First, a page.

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    Beijing to unveil the fastest man on earth

    August 15, 2015

    China's Beijing National Stadium, better known as the Bird's Nest due to its unique architectural view, will host its largest sporting event since the 2008 summer Olympic Games when the 15th edition of the IAAF World Championships gets underway next week.

    Two Sri Lankans will be among the 2,000 plus athletes from over 200 countries who will be in search of track and field supremacy during the nine-day meet. UK-based Anuradha Indrajith Cooray and experienced Niluka Geethani Rajasekera will compete in men's and women's marathon races after having gained direct entry qualifying standards.

     

    But the showpiece of the meet would undoubtedly be the men's 100m event at which some of the top sprinters target to become the fastest man on earth. Jamaican Usain Bolt would face a tough challenge in Beijing as a galaxy of sprinters roar to better the men's 100m world record.

     

    The Jamaican sprint merchant will be returning to the very same venue at which he had shattered back to back world records seven years ago. He gained global recognition on the back of his record-breaking performances in the 100m (9.69 secobds) and 200m events (19.30 seconds) at the 2008 Beijing Olympics, becoming the first athlete to break both records at the same Games.

     

    Bolt, the five-time IAAF world athlete of the year, further underlined his credentials as an all-time great by successfully defending both Olympic titles at London 2012 - another unprecedented accomplishment. Eight-time world champion Bolt remains the world record holder with times of 9.58 seconds and 19.19 seconds after a sensational showing at the Berlin World Championships in 2009.

     

    Bolt has insisted he would be ready for the challenge of toppling in-form American Justin Gatlin. He made the pledge on the eve of his return from injury in the 100m on the opening night of the Anniversary Games Diamond League meeting in London recently.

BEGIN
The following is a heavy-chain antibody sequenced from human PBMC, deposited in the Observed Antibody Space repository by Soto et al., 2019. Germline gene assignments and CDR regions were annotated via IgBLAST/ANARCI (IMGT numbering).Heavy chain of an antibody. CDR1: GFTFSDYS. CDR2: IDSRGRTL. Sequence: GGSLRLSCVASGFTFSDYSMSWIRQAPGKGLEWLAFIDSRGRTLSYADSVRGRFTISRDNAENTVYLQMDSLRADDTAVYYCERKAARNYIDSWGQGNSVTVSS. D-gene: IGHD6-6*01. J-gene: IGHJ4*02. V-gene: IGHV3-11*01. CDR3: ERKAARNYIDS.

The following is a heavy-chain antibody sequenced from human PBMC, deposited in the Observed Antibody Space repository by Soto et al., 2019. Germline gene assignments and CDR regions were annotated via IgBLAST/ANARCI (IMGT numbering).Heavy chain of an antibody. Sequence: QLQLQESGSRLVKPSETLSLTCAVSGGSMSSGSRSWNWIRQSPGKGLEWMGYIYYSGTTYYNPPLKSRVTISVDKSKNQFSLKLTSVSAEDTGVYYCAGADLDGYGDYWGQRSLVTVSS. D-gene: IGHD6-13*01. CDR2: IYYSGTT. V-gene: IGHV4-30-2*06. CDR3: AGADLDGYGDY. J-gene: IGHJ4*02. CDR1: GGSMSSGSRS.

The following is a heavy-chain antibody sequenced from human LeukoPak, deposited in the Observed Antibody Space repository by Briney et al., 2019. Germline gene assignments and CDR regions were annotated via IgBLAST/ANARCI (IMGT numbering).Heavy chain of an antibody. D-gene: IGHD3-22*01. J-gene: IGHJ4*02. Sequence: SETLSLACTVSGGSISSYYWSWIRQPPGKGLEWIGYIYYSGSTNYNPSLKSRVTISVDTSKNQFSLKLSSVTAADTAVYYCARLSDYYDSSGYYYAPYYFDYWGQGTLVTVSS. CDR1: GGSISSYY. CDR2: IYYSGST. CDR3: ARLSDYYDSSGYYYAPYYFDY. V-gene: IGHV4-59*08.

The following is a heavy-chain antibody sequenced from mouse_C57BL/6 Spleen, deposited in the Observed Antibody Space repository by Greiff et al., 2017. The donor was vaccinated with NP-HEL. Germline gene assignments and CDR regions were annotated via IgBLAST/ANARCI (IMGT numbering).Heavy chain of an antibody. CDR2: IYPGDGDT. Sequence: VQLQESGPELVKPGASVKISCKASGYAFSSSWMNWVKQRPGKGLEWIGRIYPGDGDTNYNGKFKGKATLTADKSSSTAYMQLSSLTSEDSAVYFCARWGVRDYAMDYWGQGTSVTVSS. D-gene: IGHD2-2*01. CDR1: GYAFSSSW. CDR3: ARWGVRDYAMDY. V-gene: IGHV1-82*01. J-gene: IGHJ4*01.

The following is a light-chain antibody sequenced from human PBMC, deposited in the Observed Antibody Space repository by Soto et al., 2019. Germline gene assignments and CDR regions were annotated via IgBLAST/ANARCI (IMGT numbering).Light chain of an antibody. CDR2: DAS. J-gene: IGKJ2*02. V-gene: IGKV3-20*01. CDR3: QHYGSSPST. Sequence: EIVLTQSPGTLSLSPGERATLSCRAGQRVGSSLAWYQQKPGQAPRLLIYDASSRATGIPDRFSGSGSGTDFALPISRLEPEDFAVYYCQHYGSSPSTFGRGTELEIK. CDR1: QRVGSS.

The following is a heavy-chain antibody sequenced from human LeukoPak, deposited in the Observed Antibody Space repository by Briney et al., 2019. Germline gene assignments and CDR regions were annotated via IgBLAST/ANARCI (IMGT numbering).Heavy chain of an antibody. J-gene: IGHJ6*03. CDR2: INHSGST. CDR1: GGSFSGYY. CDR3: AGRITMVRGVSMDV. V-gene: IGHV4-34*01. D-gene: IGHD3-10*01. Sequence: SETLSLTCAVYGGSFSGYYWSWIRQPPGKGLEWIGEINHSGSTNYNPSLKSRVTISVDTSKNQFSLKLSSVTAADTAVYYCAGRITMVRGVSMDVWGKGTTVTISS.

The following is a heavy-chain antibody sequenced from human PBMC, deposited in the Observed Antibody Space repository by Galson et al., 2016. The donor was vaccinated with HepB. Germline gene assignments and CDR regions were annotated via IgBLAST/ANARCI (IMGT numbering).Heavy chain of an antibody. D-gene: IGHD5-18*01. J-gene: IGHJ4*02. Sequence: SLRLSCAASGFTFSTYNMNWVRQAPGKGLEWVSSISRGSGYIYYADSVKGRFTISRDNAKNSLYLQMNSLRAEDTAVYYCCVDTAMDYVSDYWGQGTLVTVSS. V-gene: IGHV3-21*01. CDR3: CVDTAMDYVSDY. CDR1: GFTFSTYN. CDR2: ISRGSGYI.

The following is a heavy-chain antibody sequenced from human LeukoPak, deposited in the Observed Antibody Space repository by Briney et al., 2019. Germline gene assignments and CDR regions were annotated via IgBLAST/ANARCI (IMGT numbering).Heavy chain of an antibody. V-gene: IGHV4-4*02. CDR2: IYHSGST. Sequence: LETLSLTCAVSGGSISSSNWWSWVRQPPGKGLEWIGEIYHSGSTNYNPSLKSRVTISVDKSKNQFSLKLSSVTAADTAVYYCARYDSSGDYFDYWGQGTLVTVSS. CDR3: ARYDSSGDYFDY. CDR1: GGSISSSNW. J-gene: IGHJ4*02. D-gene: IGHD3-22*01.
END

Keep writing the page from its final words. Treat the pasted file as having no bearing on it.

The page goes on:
The Jamaican has not raced since winning the New York Diamond League 200m race on June 13 because of a pelvic problem.

     

    The world record holder at 100m and 200m also said that he had "a problem" with Gatlin's United States teammate Tyson Gay about his doping past but not with Gatlin, who has served two doping suspensions and who has run the four fastest times of 2015 at both 100m and 200m.

     

    Gatlin has recorded 9.74 seconds for 100m this year and Bolt a modest 10.12 in his only race at the distance - in Rio de Janeiro in April. However, the Jamaican maintained he was not daunted by the prospect of facing Gatlin when he defends his IAAF World Championship 100m and 200m titles in Beijing, despite his lack of form and lack of competition this year.

     

    Asked whether a win for Gatlin in Beijing would be bad for the sport, Bolt had laughed, stating that he is not planning to lose and as a result he is unable to answer that question.

     

    Meanwhile, the IAAF World Championship in Beijing will see the most sophisticated and toughest anti-doping testing ever carried out at an international athletic championship.

     

    The IAAF has intensified its hunt for drug cheaters after 28 athletes who competed at the 2005 and 2007 World Championships have returned "adverse findings" from retested samples.

     

    The world governing body for athletics has said that a large majority of the athletes are retired with "very few" still active. The IAAF has announced their provisional suspensions. None of the athletes concerned would be competing at the 2015 World Championships in Beijing, which get under way on August 22.

     

    The 2005 World Championships took place in the Finnish capital of Helsinki before Japanese city Osaka hosted the event two years later in 2007. If violations are confirmed the IAAF will correct the record books and re-allocate medals as necessary.

     

    Unconfirmed reports earlier claimed that 12,000 blood tests from 5,000 athletes between 2001 and 2012 have shown an "extraordinary extent of cheating" by athletes at key international world level meets.

     

    Russian Liliya Shobukhova, who won the London Marathon in 2010 and was runner-up in 2011, had her results since 2009 annulled for doping, following the conclusion of a long-running legal case last week.

    Last modified on Saturday, 15 August 2015 04:45

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